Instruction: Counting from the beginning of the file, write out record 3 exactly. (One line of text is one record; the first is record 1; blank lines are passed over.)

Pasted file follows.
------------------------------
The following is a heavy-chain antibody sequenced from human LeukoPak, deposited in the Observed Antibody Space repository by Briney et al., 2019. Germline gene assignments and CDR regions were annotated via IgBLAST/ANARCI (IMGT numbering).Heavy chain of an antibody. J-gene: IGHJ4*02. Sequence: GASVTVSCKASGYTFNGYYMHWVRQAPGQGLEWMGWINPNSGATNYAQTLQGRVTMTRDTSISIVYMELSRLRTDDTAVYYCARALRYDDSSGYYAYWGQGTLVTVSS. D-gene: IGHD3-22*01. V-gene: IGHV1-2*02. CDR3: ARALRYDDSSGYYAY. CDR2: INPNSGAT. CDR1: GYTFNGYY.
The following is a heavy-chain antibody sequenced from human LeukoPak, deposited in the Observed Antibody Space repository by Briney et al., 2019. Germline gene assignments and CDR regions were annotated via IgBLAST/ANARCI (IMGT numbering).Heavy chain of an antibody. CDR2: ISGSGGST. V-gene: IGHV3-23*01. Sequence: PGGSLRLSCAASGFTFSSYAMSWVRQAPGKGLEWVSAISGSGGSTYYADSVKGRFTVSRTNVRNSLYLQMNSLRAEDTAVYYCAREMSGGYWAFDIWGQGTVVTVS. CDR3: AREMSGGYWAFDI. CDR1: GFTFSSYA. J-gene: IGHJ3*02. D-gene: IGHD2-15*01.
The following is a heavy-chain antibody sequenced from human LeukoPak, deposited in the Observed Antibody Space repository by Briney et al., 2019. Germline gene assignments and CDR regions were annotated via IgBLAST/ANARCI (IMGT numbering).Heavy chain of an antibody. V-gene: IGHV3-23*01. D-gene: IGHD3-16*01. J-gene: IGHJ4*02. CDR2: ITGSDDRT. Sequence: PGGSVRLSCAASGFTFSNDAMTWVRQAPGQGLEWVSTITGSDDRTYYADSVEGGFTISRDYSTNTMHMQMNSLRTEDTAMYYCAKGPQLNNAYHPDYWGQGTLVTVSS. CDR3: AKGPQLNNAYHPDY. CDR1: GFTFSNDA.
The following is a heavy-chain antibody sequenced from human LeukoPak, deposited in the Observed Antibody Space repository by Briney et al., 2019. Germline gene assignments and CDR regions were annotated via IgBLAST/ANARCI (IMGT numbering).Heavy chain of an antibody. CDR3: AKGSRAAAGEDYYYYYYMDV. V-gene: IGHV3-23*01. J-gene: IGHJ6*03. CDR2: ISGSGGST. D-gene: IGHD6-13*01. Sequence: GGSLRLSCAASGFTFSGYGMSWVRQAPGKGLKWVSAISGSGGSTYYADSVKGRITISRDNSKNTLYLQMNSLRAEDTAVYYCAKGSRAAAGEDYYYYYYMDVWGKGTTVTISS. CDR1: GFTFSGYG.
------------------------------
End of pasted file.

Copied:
The following is a heavy-chain antibody sequenced from human LeukoPak, deposited in the Observed Antibody Space repository by Briney et al., 2019. Germline gene assignments and CDR regions were annotated via IgBLAST/ANARCI (IMGT numbering).Heavy chain of an antibody. V-gene: IGHV3-23*01. D-gene: IGHD3-16*01. J-gene: IGHJ4*02. CDR2: ITGSDDRT. Sequence: PGGSVRLSCAASGFTFSNDAMTWVRQAPGQGLEWVSTITGSDDRTYYADSVEGGFTISRDYSTNTMHMQMNSLRTEDTAMYYCAKGPQLNNAYHPDYWGQGTLVTVSS. CDR3: AKGPQLNNAYHPDY. CDR1: GFTFSNDA.